Person: Zhi, Li
Li Zhi was a Chinese mathematician who described methods for solving equations.
Mathematical Profile (Excerpt):
- Usually Chinese names have a number of different spellings, each trying in a different way to match the pronunciation of the original.
- However this is not the reason that Li Zhi is also known as Li Yeh.
- Rather it is because he was known as a young man as Li Zhi, but since this was the same name as the third T'ang emperor, he later changed his name to Li Yeh.
- Li Zhi took the civil service examinations in Lo-yang, a city in the northwestern Honan province in 1230.
- After successfully completing his examinations, Li Zhi was appointed registrar of the district of Kaoling but the advancing Mongol armies prevented him taking up the appointment.
- Li Zhi only escaped being massacred himself thanks to the intervention of one of the Jurchen officials who had gone over to the side of the Mongols.
- For over 15 years Li Zhi lived in poverty as a hermit in the Shansi province.
- Three years after completing his masterpiece, Li Zhi's financial position improved somewhat and he returned to Hopeh province where he made is home near Feng Lung mountain in the Yuan municipality.
- He lived here until 1257 when Kublai, a grandson of the Mongol leader Genghis Khan who was leading further Mongol advances, sent for Li Zhi to ask his advice on governing the state and on civil service examinations.
- Knowing that Li Zhi was a great expert on scientific matters, Kublai also asked him to explain the reasons for earthquakes.
- Li Zhi continued to work on mathematics and completed another important text Yi gu yan duan (New steps in computation) in 1259.
- politely declined with the plea of ill health and old age.
- Kublai Khan made another attempt to get Li Zhi's services in 1264 when he set up his Academy.
- This time Li Zhi felt that he had no option but to join the Academy, but after a short while he resigned, again saying that he was too ill and too old for the task.
- We now look at some of the very remarkable contributions which Li Zhi made to mathematics.
- This was a notation for an equation and, although the work of Li Zhi is the earliest source of the method, it must have been invented before his time.
- Li Zhi placed the coefficients in an array as in the following example.
- We have given the example using numerals which are natural with the language that we write this archive but, of course, Li Zhi would have used Chinese characters.
- But he does not limit his reflections to equations of degree two or three; for him, the fact that polynomial equations of arbitrarily high degree are involved is of little importance.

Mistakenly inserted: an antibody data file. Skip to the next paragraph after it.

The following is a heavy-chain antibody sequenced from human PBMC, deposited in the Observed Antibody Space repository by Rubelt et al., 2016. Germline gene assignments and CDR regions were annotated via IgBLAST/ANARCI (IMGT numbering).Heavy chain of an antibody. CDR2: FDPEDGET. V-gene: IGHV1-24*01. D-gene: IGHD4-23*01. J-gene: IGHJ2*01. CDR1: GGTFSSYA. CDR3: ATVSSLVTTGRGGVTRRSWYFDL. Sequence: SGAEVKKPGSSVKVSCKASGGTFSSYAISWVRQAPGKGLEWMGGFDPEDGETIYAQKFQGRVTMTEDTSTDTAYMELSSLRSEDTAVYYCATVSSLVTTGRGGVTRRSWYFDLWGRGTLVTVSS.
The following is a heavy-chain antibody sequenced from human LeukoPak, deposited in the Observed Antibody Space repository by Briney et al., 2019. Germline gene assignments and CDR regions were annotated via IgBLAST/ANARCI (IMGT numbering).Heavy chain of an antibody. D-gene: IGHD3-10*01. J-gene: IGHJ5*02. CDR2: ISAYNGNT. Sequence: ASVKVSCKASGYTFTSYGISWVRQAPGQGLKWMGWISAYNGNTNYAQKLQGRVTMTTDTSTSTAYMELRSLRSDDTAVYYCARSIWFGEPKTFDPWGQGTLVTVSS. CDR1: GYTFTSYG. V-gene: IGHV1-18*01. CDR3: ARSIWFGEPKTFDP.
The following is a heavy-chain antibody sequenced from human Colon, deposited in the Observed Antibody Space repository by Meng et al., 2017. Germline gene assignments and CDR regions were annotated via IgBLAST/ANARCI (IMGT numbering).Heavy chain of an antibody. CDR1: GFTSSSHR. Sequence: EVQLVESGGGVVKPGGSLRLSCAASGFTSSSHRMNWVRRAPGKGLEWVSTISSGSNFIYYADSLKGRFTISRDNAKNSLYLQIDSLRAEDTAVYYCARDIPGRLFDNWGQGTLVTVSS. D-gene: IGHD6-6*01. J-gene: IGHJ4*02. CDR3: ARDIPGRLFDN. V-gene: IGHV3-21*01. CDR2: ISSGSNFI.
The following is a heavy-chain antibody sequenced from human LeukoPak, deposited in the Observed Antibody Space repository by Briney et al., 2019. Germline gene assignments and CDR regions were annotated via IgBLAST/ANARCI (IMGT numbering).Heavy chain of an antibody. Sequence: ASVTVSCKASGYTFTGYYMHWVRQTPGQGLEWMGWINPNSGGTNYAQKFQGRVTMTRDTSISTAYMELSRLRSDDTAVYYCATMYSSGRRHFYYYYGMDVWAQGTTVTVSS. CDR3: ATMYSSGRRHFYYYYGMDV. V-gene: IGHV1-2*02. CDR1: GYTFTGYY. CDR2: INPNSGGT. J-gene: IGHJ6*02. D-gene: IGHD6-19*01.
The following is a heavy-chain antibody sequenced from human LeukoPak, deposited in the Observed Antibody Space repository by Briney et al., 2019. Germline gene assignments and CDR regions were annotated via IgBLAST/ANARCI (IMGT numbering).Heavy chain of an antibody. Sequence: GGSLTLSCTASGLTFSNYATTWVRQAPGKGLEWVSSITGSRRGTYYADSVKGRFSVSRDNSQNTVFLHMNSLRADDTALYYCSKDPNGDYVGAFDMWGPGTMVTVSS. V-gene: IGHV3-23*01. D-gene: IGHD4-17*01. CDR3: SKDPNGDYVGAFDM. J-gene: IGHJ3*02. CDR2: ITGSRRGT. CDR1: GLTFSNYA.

- In other words, like many other algebraists, Chinese or not, he demonstrates algebra by using it ...
- To solve the above equation Li Zhi would bring the leading coefficient to -1 and then give the solution; in this case 20.
- Li Zhi seems happy with equations of any degree and, although methods to solve equations do not appear explicitly, one has to assume that he used methods similar to those Ruffini and Horner discovered over 600 years later.
- Chapter 1 contains three sections, the first giving the names of the constituents, the second section lists all the values of the lengths of the segments, so in essence contains all the answers to the problems, while the third section comprises of 692 formulae for areas of triangles and lengths of segments.
- If we examine Li Zhi's solution closely we see a remarkable depth of understanding of equations.
- Li Zhi's New steps in computation although written much later, is a more elementary work.
- The New steps in computation is based on an earlier book which it is said was written by Chaing Chou of P'ing-yang (although nothing else is known of the author, nor is there any knowledge of the date of this earlier work).
- Li Zhi's book contains 64 problems, of which he says that 21 are from the earlier text.
- This older geometric style method of solving equations was used by Chinese mathematicians before Li Zhi and so the New steps in computation gives historians a unique opportunity to see the new coefficient array method beside the older method of sections.
Born 1192, Ta-hsing (now Beijing), China. Died 1279, Hopeh province, China.
View full biography at MacTutor
Tags relevant for this person:
Ancient Chinese, Chinese, Origin China, Puzzles And Problems
Thank you to the contributors under CC BY-SA 4.0!
Adapted from other CC BY-SA 4.0 Sources:
- O’Connor, John J; Robertson, Edmund F: MacTutor History of Mathematics Archive